Additional Filing and Cost Requirements for Intent to Use Trademark Applications


 Before the USPTO will register an Intent-to-Use trademark filed under Section 1(b) filing basis that is based upon a bona fide intention to use the mark in commerce, the owner must:

Note that “an appropriate manner” is different for a trademark (sales of goods) than it is for a service mark (sales of services).


What is an Allegation of Use?

An Allegation of Use is a sworn statement signed by the applicant or a person authorized to sign on behalf of the applicant attesting to use of the mark in commerce. (Since most trademarks are now filed electronically, this is usually an electronic signature.) With the Allegation of Use, the owner must submit:


When do I file an Allegation of Use? During one of the two windows of opportunity.

You may file the Allegation of Use only on or before the day the examining attorney (window 1) approves the mark for publication in the Official Gazette or on or after the day the USPTO (window 2) issues the Notice of Allowance.  

This first window of opportunity (window 1) is on or before the status of the application in the USPTO's TSDR database changes to “Approved for Publication.” An Allegation of Use filed before the mark is approved for publication is called an Amendment to Allege Use (AAU). Note: The USPTO does not inform the applicant directly that the trademark has been Approved for Publication except for the change in status on the TSDR [TARR is no longer used] database.

This second window of opportunity (window 2) is on or after the status of the application in the USPTO's TSDR database changes to “Notice of Allowance.” An Allegation of Use filed after the Notice of Allowance is issued is called a Statement of Use (SOU).

The Amendment to Allege Use (AAU) and the Statement of Use (SOU) include the same information, and differ only as to the time when it is filed. If you file an Allegation of Use between the period after the mark is approved for publication but before the Notice of Allowance is issued (called the “blackout period”), the USPTO will return it (not accept it).


In the above explanation, window 1 is approximately three months if there are no office actions. This is the initial processing time between when the application is filed and when it is “Approved for Publication.” Window 2 is six months plus any additional time that is applied for in an Extension Request.


Is there a deadline for filing the Statement of Use after the Notice of Allowance issues?

Yes. Once the USPTO issues the Notice of Allowance, you have six (6) months to file the Statement of Use. The six-month period runs from the date the USPTO issues the Notice of Allowance, not the date you receive it. If you have not used the mark in commerce, you must file a Request for an Extension of Time to File a Statement of Use (Extension Request) before the end of the six-month period, or the application will be declared "abandoned."


What is a Request for an Extension of Time to file a Statement of Use?

An Extension Request is a sworn statement signed by the owner or a person authorized to sign on behalf of the owner, stating that the applicant still has a bona fide intention to use the mark in commerce, and needs additional time to use the mark in commerce. A filing fee of $150 per class of goods/services must accompany the Extension Request. The form for filing the Extension Request is available at http://www.uspto.gov/teas/index.html. A sample of the form (not for filing) is found here SAMPLE EXTENSION REQUEST (PDF) .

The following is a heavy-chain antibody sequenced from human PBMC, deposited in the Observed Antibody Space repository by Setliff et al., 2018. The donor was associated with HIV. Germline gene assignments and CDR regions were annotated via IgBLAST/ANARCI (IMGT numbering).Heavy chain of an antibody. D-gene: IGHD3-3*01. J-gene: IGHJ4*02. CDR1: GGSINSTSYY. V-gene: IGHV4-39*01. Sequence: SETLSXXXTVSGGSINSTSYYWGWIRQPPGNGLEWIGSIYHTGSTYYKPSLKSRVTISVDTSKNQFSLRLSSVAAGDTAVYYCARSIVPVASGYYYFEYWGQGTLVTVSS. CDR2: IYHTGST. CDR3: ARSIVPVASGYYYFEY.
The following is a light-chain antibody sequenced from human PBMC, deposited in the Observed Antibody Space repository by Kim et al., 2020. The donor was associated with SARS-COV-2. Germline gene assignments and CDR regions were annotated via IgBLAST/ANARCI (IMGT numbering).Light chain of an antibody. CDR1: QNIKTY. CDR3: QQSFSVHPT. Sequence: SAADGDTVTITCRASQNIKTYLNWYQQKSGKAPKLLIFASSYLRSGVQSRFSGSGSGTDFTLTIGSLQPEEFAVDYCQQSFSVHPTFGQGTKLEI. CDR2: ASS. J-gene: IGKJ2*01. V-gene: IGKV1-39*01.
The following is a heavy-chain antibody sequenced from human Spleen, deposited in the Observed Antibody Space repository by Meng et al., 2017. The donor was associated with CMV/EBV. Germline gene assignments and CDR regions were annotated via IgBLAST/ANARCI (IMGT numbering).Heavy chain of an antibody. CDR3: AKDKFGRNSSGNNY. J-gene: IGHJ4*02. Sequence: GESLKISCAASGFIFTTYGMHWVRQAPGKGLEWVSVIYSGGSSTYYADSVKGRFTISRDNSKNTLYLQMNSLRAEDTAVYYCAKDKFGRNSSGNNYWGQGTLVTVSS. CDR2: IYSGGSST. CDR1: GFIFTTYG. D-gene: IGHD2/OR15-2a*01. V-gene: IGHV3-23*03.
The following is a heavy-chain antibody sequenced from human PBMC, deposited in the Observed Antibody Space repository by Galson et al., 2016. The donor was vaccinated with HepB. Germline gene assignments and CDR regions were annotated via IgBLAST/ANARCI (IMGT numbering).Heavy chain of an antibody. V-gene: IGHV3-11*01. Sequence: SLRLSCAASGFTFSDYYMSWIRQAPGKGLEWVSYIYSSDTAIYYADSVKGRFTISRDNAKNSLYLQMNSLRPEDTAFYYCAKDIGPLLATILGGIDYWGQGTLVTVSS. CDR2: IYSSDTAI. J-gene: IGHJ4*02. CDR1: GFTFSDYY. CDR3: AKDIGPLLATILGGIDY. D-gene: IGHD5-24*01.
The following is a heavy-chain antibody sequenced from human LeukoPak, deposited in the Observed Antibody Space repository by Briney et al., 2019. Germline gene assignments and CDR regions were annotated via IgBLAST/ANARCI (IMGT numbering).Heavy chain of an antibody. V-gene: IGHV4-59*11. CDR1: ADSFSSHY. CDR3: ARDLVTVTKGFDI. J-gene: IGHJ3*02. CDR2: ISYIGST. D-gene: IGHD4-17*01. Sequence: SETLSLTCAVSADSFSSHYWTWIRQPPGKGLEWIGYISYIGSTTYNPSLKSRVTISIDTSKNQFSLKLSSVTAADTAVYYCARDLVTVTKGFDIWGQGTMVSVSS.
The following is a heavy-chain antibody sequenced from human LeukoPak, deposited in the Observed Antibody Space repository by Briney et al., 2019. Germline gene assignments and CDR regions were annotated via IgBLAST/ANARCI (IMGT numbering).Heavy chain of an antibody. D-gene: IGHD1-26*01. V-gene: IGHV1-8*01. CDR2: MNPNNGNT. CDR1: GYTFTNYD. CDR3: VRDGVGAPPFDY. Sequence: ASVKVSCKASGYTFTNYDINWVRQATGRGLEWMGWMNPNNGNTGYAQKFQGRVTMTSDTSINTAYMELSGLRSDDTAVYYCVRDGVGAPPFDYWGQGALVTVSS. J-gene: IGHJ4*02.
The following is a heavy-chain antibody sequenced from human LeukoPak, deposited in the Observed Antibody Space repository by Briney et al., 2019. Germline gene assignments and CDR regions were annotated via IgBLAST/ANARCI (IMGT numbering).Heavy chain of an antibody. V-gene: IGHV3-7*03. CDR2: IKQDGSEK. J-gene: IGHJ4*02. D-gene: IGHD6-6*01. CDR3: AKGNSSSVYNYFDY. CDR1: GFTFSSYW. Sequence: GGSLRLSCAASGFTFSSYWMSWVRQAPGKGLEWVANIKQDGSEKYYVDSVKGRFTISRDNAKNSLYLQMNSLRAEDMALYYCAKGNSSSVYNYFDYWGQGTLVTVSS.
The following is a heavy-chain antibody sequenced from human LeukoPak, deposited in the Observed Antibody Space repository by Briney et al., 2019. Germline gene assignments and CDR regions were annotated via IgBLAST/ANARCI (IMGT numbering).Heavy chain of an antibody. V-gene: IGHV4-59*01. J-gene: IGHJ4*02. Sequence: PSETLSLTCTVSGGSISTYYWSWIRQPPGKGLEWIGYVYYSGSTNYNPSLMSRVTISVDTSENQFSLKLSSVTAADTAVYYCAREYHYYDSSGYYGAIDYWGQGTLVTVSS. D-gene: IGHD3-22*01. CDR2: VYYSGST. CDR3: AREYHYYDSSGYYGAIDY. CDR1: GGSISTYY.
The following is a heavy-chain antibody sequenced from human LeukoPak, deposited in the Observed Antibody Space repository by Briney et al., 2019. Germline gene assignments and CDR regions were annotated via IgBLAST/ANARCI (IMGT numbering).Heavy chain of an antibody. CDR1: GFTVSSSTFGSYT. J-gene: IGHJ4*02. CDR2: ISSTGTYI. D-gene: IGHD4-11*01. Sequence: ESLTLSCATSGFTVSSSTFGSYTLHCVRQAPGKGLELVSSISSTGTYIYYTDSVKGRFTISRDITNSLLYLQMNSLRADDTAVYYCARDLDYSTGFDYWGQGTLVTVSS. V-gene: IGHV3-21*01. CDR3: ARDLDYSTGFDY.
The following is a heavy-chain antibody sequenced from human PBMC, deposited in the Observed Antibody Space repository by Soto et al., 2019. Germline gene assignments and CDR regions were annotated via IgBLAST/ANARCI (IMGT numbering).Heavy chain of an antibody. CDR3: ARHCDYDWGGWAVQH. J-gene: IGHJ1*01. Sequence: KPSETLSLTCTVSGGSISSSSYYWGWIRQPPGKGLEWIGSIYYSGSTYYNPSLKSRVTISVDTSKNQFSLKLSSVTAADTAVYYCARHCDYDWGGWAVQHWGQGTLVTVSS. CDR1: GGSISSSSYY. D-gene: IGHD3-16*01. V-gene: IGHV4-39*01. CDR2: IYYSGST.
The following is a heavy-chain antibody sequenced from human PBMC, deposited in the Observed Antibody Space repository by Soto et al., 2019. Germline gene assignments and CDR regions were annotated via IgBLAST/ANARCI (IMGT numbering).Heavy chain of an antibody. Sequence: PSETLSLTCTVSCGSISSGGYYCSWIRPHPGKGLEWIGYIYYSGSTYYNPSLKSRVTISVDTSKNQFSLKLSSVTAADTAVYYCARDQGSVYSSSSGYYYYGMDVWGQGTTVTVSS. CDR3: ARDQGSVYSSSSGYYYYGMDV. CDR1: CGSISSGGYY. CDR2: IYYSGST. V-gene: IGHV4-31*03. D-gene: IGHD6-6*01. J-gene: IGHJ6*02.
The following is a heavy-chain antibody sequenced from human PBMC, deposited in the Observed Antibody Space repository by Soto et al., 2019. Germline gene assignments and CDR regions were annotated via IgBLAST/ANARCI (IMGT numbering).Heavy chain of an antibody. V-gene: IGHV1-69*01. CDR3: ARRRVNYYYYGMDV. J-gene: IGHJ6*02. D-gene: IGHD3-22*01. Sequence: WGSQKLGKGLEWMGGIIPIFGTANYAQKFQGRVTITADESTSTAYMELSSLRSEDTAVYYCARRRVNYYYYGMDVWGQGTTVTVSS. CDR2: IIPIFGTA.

The Extension Request, if granted, gives the owner an additional six (6) months (computed from the Notice of Allowance date) to either:


You may continue to file Extension Requests every six (6) months. However, you must use the mark and file a Statement of Use within three (3) years of the date the Notice of Allowance issues. The USPTO will not register a mark if, after thirty-six (36) months of the mailing date of the Notice of Allowance, no Statement of Use has been filed. NOTE: The six-month periods are based solely on the issuance date of the Notice of Allowance (NOA), and NOT from the filing date of any extension; i.e., the six-month period following issuance of the Notice of Allowance (or any subsequent six-month extension period) will not be cut short by the grant of an extension.


WARNING USING A STATEMENT OF USE INSTEAD OF AN AMENDMENT TO ALLEGE USE CAN BE RISKY: Unlike with an Amendment to Allege Use filed before an application has been approved for publication [this comes before the mark is Published for Opposition], the applicant may not withdraw a Statement of Use (SOU) filed after a Notice of Allowance has been issued if the SOU fails to meet the statutory requirements. 37 C.F.R. §2.88(g); TMEP 1109.17. However, the applicant may file one “insurance” extension request with the SOU, or afterwards, in the limited situation where time remains in the existing six-month period in which the SOU was filed. This would provide additional time to comply with the statutory requirements for filing the SOU. 37 C.F.R. §2.89(e)(1). See TMEP §§1108.03 and 1109.16(c). Since the SOU cannot be withdrawn, any substitute specimen, if needed, must have been in use in commerce on the same date the original SOU was filed.

[This sounds like a time travel problem. If you knew the first one was flawed, why would you submit it? If you didn’t know the first one was flawed, how would you know to have a second unflawed one ready on the same day in case you later needed it later?]

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